Delta’s stash of explicit imagery was originally produced and distributed on black markets and thus widely unchecked. “With a lot of the early explicit stuff the majority of these women worked in brothels,” Stewart explained. “The prostitute’s life was not an easy one.” Contemporary regimens like STD testing and guidelines for protection were unheard of when most of these early erotic films were created; since pornography was illegal, it was essentially unregulated.
Today, progress has been made for and by women laborers in the industry, in terms of compensation, safety, representation and stigma. But often the victimized stereotypes imposed on women in porn are the opposite of beneficial. But now we realize that feminist academics and feminist porn producers have a common project of expanding sexual/political consciousness.
Speaking with Penley illuminated the strange space porn occupies today -- separate from the categories of film, pop culture, art and performance, domains of free speech for which we fight intensely. A space wildly popular and lucrative but not quite mainstream, graphic and explicit but not always associated with the avant-garde. A space often discussed as catering to the fantasies of heterosexual men but able to visualize the infinite permutations of fantasies and desires for every individual who chooses not to condemn it.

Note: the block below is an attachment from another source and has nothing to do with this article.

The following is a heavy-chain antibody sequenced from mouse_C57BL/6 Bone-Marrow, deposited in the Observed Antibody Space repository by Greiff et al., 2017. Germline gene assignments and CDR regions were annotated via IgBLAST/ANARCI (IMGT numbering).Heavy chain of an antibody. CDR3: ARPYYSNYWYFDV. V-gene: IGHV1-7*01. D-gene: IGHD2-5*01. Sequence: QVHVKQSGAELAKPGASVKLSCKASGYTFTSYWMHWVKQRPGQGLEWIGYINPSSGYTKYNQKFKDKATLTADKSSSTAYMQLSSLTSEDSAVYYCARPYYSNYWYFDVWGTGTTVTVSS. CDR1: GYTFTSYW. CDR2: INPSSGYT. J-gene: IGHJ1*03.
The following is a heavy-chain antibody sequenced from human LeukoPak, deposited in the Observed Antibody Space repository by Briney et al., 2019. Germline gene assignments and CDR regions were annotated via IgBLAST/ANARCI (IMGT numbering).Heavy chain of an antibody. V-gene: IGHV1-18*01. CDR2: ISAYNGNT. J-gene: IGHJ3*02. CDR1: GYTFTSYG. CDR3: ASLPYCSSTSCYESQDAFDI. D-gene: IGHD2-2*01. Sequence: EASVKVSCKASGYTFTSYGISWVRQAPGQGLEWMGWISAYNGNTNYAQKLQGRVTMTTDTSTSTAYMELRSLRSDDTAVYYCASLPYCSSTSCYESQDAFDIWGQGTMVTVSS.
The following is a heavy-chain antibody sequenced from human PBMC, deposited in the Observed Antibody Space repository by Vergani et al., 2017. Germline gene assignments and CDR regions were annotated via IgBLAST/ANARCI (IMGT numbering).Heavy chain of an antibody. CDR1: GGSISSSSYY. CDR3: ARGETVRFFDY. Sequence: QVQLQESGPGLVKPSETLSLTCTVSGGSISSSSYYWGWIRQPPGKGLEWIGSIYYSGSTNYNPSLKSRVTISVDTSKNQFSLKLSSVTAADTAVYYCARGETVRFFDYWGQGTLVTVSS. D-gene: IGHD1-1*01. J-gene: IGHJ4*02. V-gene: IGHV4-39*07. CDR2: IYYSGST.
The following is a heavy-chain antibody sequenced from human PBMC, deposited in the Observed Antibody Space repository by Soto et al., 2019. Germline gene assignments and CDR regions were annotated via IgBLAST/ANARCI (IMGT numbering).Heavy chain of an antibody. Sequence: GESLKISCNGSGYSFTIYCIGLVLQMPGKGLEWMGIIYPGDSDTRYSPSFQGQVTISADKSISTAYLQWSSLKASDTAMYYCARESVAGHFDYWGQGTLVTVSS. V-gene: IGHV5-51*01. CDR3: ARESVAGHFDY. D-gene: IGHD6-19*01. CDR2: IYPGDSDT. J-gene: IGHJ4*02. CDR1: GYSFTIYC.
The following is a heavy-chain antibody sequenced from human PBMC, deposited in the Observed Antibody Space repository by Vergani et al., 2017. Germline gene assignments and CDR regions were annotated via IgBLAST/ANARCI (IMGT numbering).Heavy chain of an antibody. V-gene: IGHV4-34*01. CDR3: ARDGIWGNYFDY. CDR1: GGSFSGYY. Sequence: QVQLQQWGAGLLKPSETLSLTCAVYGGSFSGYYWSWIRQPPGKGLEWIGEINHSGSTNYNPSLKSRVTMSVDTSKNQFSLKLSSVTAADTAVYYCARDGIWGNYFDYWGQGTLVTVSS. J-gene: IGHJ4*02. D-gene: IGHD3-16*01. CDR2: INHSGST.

In the words of Lorelei Lee: “When I say that pornography is good for women, I mean that sexually explicit imagery in which women are shown giving performative demonstrations of their own sexual power is imagery that can transform the cultural paradigm and ultimately change the world.”
In another magnificent animated porno from Delta of Venus, a 1970s German short called “Sexcorzist,” a priest is sent to help a “possessed nympho fraulein,” risking temptation along the way. The nympho fraulein, a cartoon blonde with devil horns and a tail, reclines sexually on a bed, her ankles tied to the ceiling, while tiny red devils climb out of her vagina like it’s some sort of clown car. The priest, clearly stressed out, tries to purge the horny demon within, but ends up acquiring a devilish boner of his own.
The video centers around the dangerous, even diabolical, nature of female sexuality, amped up to cartoonish degrees. Even if she is possessed by a sex-hungry demon, the fraulein serves as a stand-in for the pro-sex woman, being frantically tracked by Victorian and religious traditionalists and their unlikely allies, anti-porn feminists.
The things that originally excited me about Delta of Venus -- the sundry range, the visualization of female pleasure, the irreverent humor, the kitschy visuals -- these are not particular to porn of the past. The glorious strangeness, irreverence, gendered critique and transgression that appear on Stewart’s site are just as prevalent today, if you take the time to dig them up, or look past the fake tans and tribal tattoos.
Beyond approaching a porno you don’t like as morally reprehensible, consider imagining it as a single option on a never-ending buffet line, and try moving on to the next dish. There is no Erotica of the past. There is no Porn today. There are pornographies, past and present, too many to ever count, timeless titties and dicks and vaginas and butts glittering like stars in the sky.
If all this talk of porn is turning you on, here are some feminist friendly sites to get you started off right: